Cost-effectiveness of tamsulosin, doxazosin, and terazosin in the treatment of benign prostatic hyperplasia. Academic Article uri icon

abstract

  • OBJECTIVE: To evaluate the cost-effectiveness of tamsulosin, doxazosin, or terazosin as initial treatments for moderate benign prostatic hyperplasia (BPH) over a 3-year time horizon from a health-system-payer perspective. METHODS: A decision-analytic model is used to project the course of treatment at 6-month intervals over 3 years following initiation of therapy with tamsulosin, doxazosin, or terazosin. Treatment failure is defined as failure to attain and maintain a 25% improvement in the American Urological Association (AUA) symptom score from baseline. In the model, finasteride is added for patients who fail on their initial therapy and, in the event of finasteride treatment failure, patients progress to transurethral resection of the prostate (TURP) and, if needed, a second TURP. The ranges of values for treatment failure rates and clinical event cost parameters used in the decision model are derived from the literature. Only direct medical costs related to BPH and its treatment are included. Since 2 comparators are available generically (doxazosin and terazosin) drug acquisition costs are defined by the list prices at Drugstore.com. All costs are discounted by 3% per year. Effectiveness is measured as successful medical treatment without surgery over 3 years. RESULTS: For base-case model parameters, discounted BPH-related total direct medical costs over 3 years are 4084 dollars, 4323 dollars, and 4695 dollars for generic terazosin, generic doxazosin, and tamsulosin, respectively. The model estimates a medical treatment success rate (no TURP) at 3 years of 72.3% for tamsulosin, compared with 68.2% for both terazosin and doxazosin. The incremental cost for tamsulosin versus terazosin is 610 dollars over 3 years, which yields an incremental cost-effectiveness ratio of 14,609 dollars per success. Generic doxazosin is dominated (higher cost but equal effectiveness compared with terazosin). Higher rates of twice-daily (or 2 units per day) dosing are associated with higher incremental cost-effectiveness ratios. The decision-model results also are sensitive to the estimated costs of TURP and hypotensive adverse events. CONCLUSION: As an initial medical therapy for moderate BPH, tamsulosin is more effective than generic terazosin or doxazosin, with an incremental cost of about 203 dollars per year (or about 17 dollars per month) over 3 years.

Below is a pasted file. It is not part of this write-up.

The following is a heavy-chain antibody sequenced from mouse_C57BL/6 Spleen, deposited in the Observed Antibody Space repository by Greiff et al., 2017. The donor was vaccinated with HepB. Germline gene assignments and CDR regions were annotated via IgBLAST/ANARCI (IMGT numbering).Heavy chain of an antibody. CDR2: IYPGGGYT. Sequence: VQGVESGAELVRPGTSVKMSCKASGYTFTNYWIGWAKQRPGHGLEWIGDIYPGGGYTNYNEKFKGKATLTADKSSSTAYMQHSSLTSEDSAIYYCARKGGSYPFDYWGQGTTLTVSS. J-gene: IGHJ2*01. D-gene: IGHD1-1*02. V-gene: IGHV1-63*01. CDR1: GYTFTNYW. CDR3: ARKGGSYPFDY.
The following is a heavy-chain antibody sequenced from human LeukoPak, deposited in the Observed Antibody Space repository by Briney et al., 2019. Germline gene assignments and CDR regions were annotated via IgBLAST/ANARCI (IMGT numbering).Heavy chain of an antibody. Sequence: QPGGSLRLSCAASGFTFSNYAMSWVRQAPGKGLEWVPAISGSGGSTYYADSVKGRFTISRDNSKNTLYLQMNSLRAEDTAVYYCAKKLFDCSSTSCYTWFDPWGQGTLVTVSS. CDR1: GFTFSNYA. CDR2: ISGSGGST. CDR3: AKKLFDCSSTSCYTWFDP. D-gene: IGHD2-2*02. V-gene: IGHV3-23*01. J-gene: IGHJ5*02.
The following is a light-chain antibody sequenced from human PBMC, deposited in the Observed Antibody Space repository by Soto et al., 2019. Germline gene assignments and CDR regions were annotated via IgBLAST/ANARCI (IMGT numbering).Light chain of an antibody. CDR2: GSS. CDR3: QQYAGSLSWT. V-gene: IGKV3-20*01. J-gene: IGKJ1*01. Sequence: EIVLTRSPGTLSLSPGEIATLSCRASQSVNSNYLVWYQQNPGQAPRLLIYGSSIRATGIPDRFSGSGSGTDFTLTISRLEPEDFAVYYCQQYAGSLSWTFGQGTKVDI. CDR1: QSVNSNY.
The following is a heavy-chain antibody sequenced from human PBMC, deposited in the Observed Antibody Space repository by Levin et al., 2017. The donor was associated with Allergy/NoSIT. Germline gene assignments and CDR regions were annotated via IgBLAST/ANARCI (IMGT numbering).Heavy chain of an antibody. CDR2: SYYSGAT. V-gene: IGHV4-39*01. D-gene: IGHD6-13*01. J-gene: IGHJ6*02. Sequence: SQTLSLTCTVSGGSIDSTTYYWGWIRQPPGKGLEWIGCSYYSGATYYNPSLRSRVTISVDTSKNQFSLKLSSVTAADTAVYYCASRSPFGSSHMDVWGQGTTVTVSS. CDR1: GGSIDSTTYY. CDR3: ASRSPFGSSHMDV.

author list (cited authors)

  • Ohsfeldt, R. L., Kreder, K. J., Klein, R. W., & Chrischilles, E. A.

citation count

  • 10

publication date

  • September 2004